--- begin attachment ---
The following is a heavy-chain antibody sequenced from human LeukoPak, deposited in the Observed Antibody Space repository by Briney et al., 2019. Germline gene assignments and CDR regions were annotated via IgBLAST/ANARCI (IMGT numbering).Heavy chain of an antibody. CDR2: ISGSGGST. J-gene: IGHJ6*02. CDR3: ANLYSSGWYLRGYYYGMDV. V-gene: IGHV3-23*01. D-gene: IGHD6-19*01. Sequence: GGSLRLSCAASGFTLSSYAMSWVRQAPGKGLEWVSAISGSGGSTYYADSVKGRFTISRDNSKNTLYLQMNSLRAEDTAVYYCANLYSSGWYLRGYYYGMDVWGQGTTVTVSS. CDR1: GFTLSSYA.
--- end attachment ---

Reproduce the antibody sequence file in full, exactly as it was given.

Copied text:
The following is a heavy-chain antibody sequenced from human LeukoPak, deposited in the Observed Antibody Space repository by Briney et al., 2019. Germline gene assignments and CDR regions were annotated via IgBLAST/ANARCI (IMGT numbering).Heavy chain of an antibody. CDR2: ISGSGGST. J-gene: IGHJ6*02. CDR3: ANLYSSGWYLRGYYYGMDV. V-gene: IGHV3-23*01. D-gene: IGHD6-19*01. Sequence: GGSLRLSCAASGFTLSSYAMSWVRQAPGKGLEWVSAISGSGGSTYYADSVKGRFTISRDNSKNTLYLQMNSLRAEDTAVYYCANLYSSGWYLRGYYYGMDVWGQGTTVTVSS. CDR1: GFTLSSYA.